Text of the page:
The Lost Road and Other Writings

The Lost Road and Other Writings – Language and Legend before 'The Lord of the Rings' is the fifth volume of The History of Middle-earth, a series of compilations of drafts and essays written by J. R. R. Tolkien in around 1936–1937. It was edited and published posthumously in 1987 by Christopher Tolkien.[1]

The Lost Road and Other Writings – Language and Legend before 'The Lord of the Rings'
EditorChristopher Tolkien
AuthorJ. R. R. Tolkien
CountryUnited Kingdom
SeriesThe History of Middle-earth
SubjectTolkien's legendarium
GenreHigh fantasy
Literary analysis
PublisherGeorge Allen & Unwin (UK)
Publication date
Media typePrint (hardback and paperback)
Pages464 (paperback)
Preceded byThe Shaping of Middle-earth 
Followed byThe Return of the Shadow (The History of The Lord of the Rings Volume 1) 

Book Edit

Inscription Edit

The title page of each volume of The History of Middle-earth has an inscription in Tengwar, written by Christopher Tolkien and describing the contents of the book. The inscription in Volume V reads "Herein are collected the oldest Tale of the Downfall of Númenor, the story of the Lost Road into the West, the Annals of Valinor and the Annals of Beleriand in a later form, the Ainulindalë, or Music of the Ainur, the Lhammas, or Account of Tongues, the Quenta Silmarillion or History of the Silmarils, and the history of many words and names."

Contents Edit

The Lost Road and Other Writings contains the following pieces:

  1. The Early History of the Legend — an introduction to the following two pieces, detailing how Tolkien's correspondence with C. S. Lewis led to the writing of The Lost Road.
  2. The Fall of Númenor — an early draft of what would become the Akallabêth.
  3. The Lost Road — an unfinished time-travel story written in late 1936 that connects Tolkien's other tales to the 20th century.
  4. The later Annals of Beleriand.
  5. The later Annals of Valinor.
  6. The Ainulindalë — an early version of the Ainulindalë (the Music of the Ainur).
  7. The Lhammas ("Account of Tongues") — an overview of the various languages of Middle-earth.
  8. Quenta Silmarillion — a draft of the Quenta Silmarillion.
  9. The Etymologies — an etymological dictionary of the Elvish tongues, contemporary with writings up to that time.
  10. Appendix
    1. The Genealogies
    2. The List of Names
    3. The Second Silmarillion Map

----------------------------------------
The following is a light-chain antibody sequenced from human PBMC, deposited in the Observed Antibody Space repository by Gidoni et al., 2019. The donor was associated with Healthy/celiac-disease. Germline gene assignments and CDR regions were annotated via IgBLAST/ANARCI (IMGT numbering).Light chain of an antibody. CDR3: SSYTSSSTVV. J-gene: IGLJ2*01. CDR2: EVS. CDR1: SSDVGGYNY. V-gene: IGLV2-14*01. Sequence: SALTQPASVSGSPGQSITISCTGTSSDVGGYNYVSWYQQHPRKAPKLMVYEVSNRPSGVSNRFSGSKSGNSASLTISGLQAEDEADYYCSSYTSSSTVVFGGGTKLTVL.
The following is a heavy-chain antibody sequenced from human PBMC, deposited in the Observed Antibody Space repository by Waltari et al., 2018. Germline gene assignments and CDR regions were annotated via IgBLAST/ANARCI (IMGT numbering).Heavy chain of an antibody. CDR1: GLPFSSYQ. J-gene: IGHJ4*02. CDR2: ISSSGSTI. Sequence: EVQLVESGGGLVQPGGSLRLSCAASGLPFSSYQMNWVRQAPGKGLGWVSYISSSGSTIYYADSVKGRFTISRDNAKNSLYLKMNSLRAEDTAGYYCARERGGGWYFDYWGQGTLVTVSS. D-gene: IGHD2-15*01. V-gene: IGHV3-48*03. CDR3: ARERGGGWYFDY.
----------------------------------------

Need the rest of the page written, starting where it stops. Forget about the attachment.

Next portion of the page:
Approach Edit

The Lost Road itself was the result of a joint decision by Tolkien and C. S. Lewis to make attempts at writing science fiction. Lewis ended up writing a story about space travel, which eventually became The Space Trilogy, and Tolkien tried to write something about time travel, but never completed it. The Lost Road is a fragmentary beginning of a tale, with a rough outline and several pieces of narrative, including four chapters dealing with modern England and Númenor, from which the entire story may be glimpsed. The scheme was for time travel by means of "vision" or being mentally inserted into what had been so as to experience that which had happened. In this way the tale links the 20th century first to the Saxon England of Alfred the Great, then to the Lombard king Alboin of St Benedict's time, the Baltic Sea during the Viking Age, Ireland at the time of the Tuatha Dé Danann's coming (600 years after Noah's Flood), the prehistoric North in the Ice Age, a "Galdor story" of Middle-earth in the Third Age, and finally the Fall of Gil-galad, before recounting the prime legend of the Downfall of Númenor and the Bending of the World.

The story starts with Alboin, a child in 20th century Britain who has strange visions referencing the First and Second Ages of Middle-Earth after talking to his father Oswin about his 6th century namesake, where he sees the clouds coming westwards over the Atlantic as resembling the great eagles of Manwë traveling to Númenor. Many years later as an adult, the dreams return to him as he starts to realize that they are actual memories from his ancestors, which he wishes he could see for himself. Fulfilling this wish, Elendil appears to him in another one of his dreams, offering to take him and his son Audoin to some time from the 3260s to the 3310s of the Second Age, which he accepts. The view of the distant past begins with Elendil having a conversation with one of his unspecified sons on the shores of Númenor discussing the state of the kingdom. Elendil reveals to his son Herendil that he is a member of the faithful who still support the Valar, trying to convince him of Sauron's corruption and negative influence over the king Tarkalion (Ar-Pharazôn). Herendil argues that Sauron has enlightened the Númenorians after his imprisonment and ascension to being the king's advisor, portraying the Valar as villains for keeping immortality from the species of men.

Elendil tells him the true history of Arda up until that point where mortality was a gift rather than a curse, and discusses how militaristic Númenor is becoming despite not having any enemies to foreshadow the attempted invasion of Aman. However, once Herendil agrees to join the rebellion against Sauron in the safety of their house, the story is discontinued with the conclusion of the fourth chapter.[2] The novel explores the theme of the "Straight Road" into the West, now open only in memory because the world has become round.

Tolkien reworked and expanded some of the ideas in The Lost Road in The Notion Club Papers, which was also left unfinished.[3]

References Edit

  1. ^ Whittingham, Elizabeth A. (2017). The Evolution of Tolkien's Mythology: A Study of the History of Middle-earth. McFarland. ISBN 978-1-4766-1174-7.
  2. ^ Nerd of the Rings (30 July 2022). "Tolkien's Time Travel Story - Númenor & The Lost Road". Youtube. Retrieved 28 October 2022.
  3. ^ Flieger, Verlyn (2001). A Question of Time: J.R.R. Tolkien's Road to Faërie. Kent State University Press. pp. 19–20, 61–88. ISBN 978-0-87338-699-9.

External links Edit